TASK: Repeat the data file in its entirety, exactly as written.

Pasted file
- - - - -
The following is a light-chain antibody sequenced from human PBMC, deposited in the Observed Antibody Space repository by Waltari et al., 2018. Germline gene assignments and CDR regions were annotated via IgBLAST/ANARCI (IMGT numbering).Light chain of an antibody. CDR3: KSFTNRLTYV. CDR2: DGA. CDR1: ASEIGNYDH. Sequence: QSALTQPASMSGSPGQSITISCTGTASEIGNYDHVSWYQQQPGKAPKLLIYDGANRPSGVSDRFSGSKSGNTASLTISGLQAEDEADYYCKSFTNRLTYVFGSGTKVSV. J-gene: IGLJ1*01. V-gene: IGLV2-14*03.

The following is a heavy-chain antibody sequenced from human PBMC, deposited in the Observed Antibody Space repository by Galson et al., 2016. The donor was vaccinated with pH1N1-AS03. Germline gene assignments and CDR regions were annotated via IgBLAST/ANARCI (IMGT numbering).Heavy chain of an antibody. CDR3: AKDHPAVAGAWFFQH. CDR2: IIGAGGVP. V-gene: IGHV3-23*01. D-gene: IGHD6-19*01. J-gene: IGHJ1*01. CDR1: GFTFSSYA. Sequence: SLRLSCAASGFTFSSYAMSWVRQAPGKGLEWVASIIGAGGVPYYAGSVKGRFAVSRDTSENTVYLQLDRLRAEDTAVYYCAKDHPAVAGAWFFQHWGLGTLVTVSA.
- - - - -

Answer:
The following is a light-chain antibody sequenced from human PBMC, deposited in the Observed Antibody Space repository by Waltari et al., 2018. Germline gene assignments and CDR regions were annotated via IgBLAST/ANARCI (IMGT numbering).Light chain of an antibody. CDR3: KSFTNRLTYV. CDR2: DGA. CDR1: ASEIGNYDH. Sequence: QSALTQPASMSGSPGQSITISCTGTASEIGNYDHVSWYQQQPGKAPKLLIYDGANRPSGVSDRFSGSKSGNTASLTISGLQAEDEADYYCKSFTNRLTYVFGSGTKVSV. J-gene: IGLJ1*01. V-gene: IGLV2-14*03.

The following is a heavy-chain antibody sequenced from human PBMC, deposited in the Observed Antibody Space repository by Galson et al., 2016. The donor was vaccinated with pH1N1-AS03. Germline gene assignments and CDR regions were annotated via IgBLAST/ANARCI (IMGT numbering).Heavy chain of an antibody. CDR3: AKDHPAVAGAWFFQH. CDR2: IIGAGGVP. V-gene: IGHV3-23*01. D-gene: IGHD6-19*01. J-gene: IGHJ1*01. CDR1: GFTFSSYA. Sequence: SLRLSCAASGFTFSSYAMSWVRQAPGKGLEWVASIIGAGGVPYYAGSVKGRFAVSRDTSENTVYLQLDRLRAEDTAVYYCAKDHPAVAGAWFFQHWGLGTLVTVSA.